Student organizations decline in numbers due to pandemic

YSU Student organizations have a hard time maintaining student numbers and recruiting more members, Photo by Elizabeth Coss / Jambar contributor

By Elizabeth Coss

Youngstown State University has a variety of organizations for students to join. However, the number of groups at YSU has decreased since the start of the pandemic and many have struggled to stay afloat and maintain members, causing minority organizations to fade away.

Contrary to YSU’s website, which states that there are 13 Cultural Student Organizations, there are only six actively registered with Student Activities. Two more clubs are reportedly in the process of registering. 

Brenda Scott, coordinator of transitioning and mentoring programs at the Office of Diversity, Equity and Inclusion, said there is a desire for people to become involved again. 

“I think people want to get more involved socially because they haven’t been around people for so long, and also just trying to find a sense of belonging on our campus,” Scott said. “Whether it’s a marginalized student, underrepresented student of color — they just want to find that representation that they can go to, to feel comfortable.”

Scott also said that in terms of representative groups, the Office of Diversity, Equity and Inclusion feels the lack of presence for the LGBTQ community at YSU.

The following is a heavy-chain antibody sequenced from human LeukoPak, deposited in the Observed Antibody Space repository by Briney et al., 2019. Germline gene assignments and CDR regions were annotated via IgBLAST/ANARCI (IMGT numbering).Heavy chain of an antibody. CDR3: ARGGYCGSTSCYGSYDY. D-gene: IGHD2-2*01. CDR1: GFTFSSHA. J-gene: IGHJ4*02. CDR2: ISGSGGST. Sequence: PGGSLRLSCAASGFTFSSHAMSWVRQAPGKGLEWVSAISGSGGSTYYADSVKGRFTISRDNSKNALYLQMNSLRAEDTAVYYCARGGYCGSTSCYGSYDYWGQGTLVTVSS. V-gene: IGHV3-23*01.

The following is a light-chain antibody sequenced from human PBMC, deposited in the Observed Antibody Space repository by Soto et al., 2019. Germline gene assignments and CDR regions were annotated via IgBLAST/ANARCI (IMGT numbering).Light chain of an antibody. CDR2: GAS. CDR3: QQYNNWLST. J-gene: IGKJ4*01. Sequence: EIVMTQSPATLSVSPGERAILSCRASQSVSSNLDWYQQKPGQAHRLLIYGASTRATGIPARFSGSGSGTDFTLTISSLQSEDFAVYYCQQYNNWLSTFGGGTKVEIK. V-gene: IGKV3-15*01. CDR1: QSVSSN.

When classes shifted online, organizations struggled to find new recruits and hold a set amount of members.

Organizations are key to keeping students feeling represented properly in the community. Clubs, organizations and groups are established through YSU’s Student Activities. 

Caleb Queen, coordinator of student involvement, helps register student organizations to be recognized by the university in order to found a group.  

“Baseline requirements are five members, a constitution, a 2.0 GPA for all officers and then a full-time advisor or a part-time advisor who is co-advising with the full-time,” said Queen. 

Organizations struggling to maintain members are encouraged to host events and recruit as much as possible by creating social media accounts and keeping up a presence on campus. 

“As long as you are recognized on campus, you can host an event,” Queen said. “If you are not currently recognized but you’re trying to recruit, and things like that, the Office of Student Activities can sponsor up to three events for you so that you can get back on your feet and get the amount of members you need to be recognized.”

Some of the most prominent student organizations on campus are groups that promote inclusivity. The International Student Organization is one of the most involved. It hosts cultural events throughout the year and provides a home for students from near and far. 

Bishal Lamichhane is the president of the International Student Organization and said the organization is open to anyone on campus who is interested in learning about different cultures. 

“We don’t have any fixed requirements, I would say just be open to different cultures and be open to making new friends from different backgrounds,” Lamichhane said.

In regards to students who are unsure about joining an organization, Lamichhane said, “You have to start somewhere, whether [it’s] ISO or any other student organization.”

 

 

 

 

 

 

 

 

 

 

 

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